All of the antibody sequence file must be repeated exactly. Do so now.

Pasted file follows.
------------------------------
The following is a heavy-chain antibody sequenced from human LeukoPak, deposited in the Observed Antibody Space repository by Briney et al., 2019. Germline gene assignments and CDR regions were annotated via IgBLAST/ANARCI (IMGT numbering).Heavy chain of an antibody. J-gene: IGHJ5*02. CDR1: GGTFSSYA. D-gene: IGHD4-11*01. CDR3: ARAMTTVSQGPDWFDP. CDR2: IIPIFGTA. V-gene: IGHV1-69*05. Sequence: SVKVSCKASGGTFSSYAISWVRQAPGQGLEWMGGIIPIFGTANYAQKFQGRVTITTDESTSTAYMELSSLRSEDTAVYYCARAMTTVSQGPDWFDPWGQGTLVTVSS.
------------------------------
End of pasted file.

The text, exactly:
The following is a heavy-chain antibody sequenced from human LeukoPak, deposited in the Observed Antibody Space repository by Briney et al., 2019. Germline gene assignments and CDR regions were annotated via IgBLAST/ANARCI (IMGT numbering).Heavy chain of an antibody. J-gene: IGHJ5*02. CDR1: GGTFSSYA. D-gene: IGHD4-11*01. CDR3: ARAMTTVSQGPDWFDP. CDR2: IIPIFGTA. V-gene: IGHV1-69*05. Sequence: SVKVSCKASGGTFSSYAISWVRQAPGQGLEWMGGIIPIFGTANYAQKFQGRVTITTDESTSTAYMELSSLRSEDTAVYYCARAMTTVSQGPDWFDPWGQGTLVTVSS.